The developing economies of Asia are confronted by serious environmental problems that threaten to undermine future growth, food security, and regional stability. This study considers four major environmental challenges that policymakers across developing Asia will need to address towards 2030: water management, air pollution, deforestation and land degradation, and climate change. We argue that these challenges, each unique in their own way, all exhibit the characteristics of “wicked problems”. As developed in the planning literature, and now applied much more broadly, wicked problems are dynamic, complex, encompass many issues and stakeholders, and evade straightforward, lasting solutions. Detailed case studies are presented to illustrate the complexity and significance of Asia’s environmental challenges, and also their nature as wicked problems. The most important implication of this finding is that there will be no easy or universal solutions to environmental problems across Asia. This is a caution against over-optimism and blueprint or formulaic solutions. It is not, however, a counsel for despair. We suggest seven general principles which may be useful across the board. These are: a focus on co-benefits; an emphasis on stakeholder participation; a commitment to scientific research; an emphasis on long-term planning; pricing reform; tackling corruption, in addition to generally bolstering institutional capacity with regard to environmental regulation; and a strengthening of regional approaches and international support.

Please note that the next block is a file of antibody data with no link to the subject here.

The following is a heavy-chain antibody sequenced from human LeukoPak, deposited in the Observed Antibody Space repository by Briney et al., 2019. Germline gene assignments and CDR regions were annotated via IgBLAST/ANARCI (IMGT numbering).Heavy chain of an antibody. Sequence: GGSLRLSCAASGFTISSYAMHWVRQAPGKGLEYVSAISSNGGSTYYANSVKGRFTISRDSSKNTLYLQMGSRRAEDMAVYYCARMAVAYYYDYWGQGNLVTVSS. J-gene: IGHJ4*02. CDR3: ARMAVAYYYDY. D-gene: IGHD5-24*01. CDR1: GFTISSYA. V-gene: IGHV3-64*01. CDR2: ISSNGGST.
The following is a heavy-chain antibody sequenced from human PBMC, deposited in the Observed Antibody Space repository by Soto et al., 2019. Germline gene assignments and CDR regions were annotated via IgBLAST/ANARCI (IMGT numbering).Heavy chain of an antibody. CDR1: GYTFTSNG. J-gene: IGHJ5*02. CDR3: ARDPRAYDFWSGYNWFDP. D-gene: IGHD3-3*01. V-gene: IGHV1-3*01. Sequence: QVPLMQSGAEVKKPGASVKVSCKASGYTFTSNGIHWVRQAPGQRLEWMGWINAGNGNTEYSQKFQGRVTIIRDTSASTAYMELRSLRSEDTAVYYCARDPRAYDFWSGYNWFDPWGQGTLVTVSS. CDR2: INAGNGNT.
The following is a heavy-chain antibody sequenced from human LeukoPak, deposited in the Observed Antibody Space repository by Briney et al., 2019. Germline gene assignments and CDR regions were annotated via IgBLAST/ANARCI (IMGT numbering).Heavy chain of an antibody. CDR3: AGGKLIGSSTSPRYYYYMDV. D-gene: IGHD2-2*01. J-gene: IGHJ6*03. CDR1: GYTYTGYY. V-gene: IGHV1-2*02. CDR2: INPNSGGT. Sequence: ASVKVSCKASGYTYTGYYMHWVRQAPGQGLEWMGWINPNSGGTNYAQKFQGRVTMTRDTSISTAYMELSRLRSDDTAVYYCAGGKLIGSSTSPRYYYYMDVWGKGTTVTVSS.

Balint, P. J., Stewart, R. E., Desai, A., Walters, L. C., Balint, P. J., Stewart, R. E., … Walters, L. C. (2011). The Challenge of Wicked Problems. In Wicked Environmental Problems (pp. 1–6). Island Press/Center for Resource Economics. https://doi.org/10.5822/978-1-61091-047-7_1